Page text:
Real-Time Nonintrusive Monitoring and Prediction of Driver Fatigue

Q. Ji, Z. Zhu, P. Lan
2004 IEEE Transactions on Vehicular Technology  
This paper describes a real-time prototype computer vision system for monitoring driver vigilance. It uses a remotely located CCD camera equipped with an active IR illuminator to acquire video images of the driver. Various visual cues typically characterizing the level of alertness of a person are extracted in real time and systematically combined to infer the fatigue level of the driver. The visual cues used include eyelid movement, gaze movement, head movement, and facial expression. A
more » ... listic model is developed to model human fatigue and to predict fatigue based on the visual cues obtained. The simultaneous use of multiple visual cues and their systematic combination yields a much more robust and accurate fatigue characterization than using a single visual cue. The system was validated under real life fatigue conditions with human subjects of different ethnic backgrounds, different genders, ages, with/without glasses, and under different illumination conditions, and it was found reasonably robust, reliable and accurate in fatigue characterization. • In-vehicle, on-line, operator status monitoring technologies The technologies in this category seek to real-time record some bio-behavioral dimension(s) of an operator, such as feature of the eyes, face, head, heart, brain activity, reaction time etc., during driving [19] , [20] , [21] . According to the different methods used for measurements, the technologies can be further divided into three types. The first type employs electroencephalograph measures (EEG), based on which most of successful equipments developed are off-line versions. Also, there is an on-line version called "Mind Switch" that uses a headband device, in which, the electrodes are embedded to make contact with the driver's scalp so as to measure the brain waves. Ocular measures are used in the second type, which is considered as the most suitable way for on-line monitoring. So far, many eye blinking, pupil response, eye closure and eye movement monitors have been developed. Other physiological/bio-behavioral measures used in the third type include tone of facial muscles (facial expression), body postures and head noddings. Among different techniques, the best detection accuracy is achieved with techniques that measure physiological conditions like brain waves, heart rate, and pulse rate [9], [23] . Requiring physical contact with drivers (e.g., attaching electrodes) to perform, these techniques are intrusive, causing annoyance to drivers. Good results have also been reported with techniques that monitor eyelid movement and eye gaze with a head-mounted eye tracker or special contact lens. Results from monitoring head movement [24] with a headmount device are also encouraging. These techniques, though less intrusive, are still not practically acceptable. A driver's state of vigilance can also be characterized by the behaviors of the vehicle he/she operates. Vehicle behaviors including speed, lateral position, turning angle, and moving course are good indicators of a driver's alertness level. While these techniques may be implemented non-intrusively, they are, nevertheless, subject to several limitations including the vehicle type, driver experiences, and driving conditions [3] . People in fatigue exhibit certain visual behaviors easily observable from changes in facial features like the eyes, head, and face. Visual behaviors that typically reflect a person's level of fatigue include eyelid movement, gaze, head movement and facial expression. To make use of these visual cues, another increasingly popular and non-invasive approach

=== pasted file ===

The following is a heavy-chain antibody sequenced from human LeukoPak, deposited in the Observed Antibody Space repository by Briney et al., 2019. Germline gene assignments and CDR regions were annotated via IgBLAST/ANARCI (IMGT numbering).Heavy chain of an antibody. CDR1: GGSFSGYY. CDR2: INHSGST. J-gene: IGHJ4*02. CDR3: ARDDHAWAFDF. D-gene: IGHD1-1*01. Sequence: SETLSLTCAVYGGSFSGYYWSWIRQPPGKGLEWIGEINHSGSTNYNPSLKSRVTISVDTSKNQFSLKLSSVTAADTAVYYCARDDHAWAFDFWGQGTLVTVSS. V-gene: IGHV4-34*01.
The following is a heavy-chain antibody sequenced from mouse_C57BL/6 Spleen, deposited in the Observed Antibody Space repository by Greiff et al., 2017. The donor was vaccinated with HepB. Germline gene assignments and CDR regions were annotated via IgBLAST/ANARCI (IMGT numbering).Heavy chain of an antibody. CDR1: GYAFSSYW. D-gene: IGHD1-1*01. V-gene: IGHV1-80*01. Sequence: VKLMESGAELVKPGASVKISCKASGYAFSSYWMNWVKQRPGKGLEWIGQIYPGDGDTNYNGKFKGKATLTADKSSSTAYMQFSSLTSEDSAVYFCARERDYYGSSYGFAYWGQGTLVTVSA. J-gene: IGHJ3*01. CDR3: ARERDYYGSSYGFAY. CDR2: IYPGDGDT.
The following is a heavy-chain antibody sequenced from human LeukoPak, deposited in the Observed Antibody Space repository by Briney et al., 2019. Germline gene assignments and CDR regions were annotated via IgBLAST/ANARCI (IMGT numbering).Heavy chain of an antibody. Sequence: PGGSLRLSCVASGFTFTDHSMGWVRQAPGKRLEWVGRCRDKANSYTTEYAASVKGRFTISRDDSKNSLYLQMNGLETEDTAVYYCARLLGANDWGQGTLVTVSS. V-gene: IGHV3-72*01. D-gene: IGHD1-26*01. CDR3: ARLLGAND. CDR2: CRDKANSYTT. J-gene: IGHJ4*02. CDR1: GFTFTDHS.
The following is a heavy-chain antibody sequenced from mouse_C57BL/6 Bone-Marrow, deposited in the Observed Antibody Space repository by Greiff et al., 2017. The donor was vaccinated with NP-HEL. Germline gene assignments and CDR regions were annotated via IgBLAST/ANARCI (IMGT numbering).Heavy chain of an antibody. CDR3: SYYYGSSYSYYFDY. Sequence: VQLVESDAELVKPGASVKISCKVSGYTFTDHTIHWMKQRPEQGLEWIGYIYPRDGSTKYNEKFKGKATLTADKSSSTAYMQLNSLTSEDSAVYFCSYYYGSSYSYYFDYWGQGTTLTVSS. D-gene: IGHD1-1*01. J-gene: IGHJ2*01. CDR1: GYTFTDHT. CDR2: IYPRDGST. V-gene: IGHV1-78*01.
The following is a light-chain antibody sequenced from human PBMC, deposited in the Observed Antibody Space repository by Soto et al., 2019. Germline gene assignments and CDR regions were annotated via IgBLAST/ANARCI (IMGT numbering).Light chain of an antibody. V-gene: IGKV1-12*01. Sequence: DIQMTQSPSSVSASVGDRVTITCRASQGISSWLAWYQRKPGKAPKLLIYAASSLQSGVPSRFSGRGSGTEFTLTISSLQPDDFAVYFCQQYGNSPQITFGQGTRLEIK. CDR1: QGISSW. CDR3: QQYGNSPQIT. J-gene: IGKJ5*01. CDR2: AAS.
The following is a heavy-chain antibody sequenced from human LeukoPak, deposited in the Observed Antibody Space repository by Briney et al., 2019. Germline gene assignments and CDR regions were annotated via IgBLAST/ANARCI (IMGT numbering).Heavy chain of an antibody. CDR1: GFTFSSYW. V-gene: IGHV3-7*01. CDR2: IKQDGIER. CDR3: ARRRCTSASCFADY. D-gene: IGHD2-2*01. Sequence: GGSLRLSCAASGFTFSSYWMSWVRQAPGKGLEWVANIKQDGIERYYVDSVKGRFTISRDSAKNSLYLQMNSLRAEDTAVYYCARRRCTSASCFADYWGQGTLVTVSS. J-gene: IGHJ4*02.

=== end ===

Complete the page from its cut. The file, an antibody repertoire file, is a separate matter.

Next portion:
doi:10.1109/tvt.2004.830974 fatcat:ovdk2ol2yfaafnxuu75p5lrhei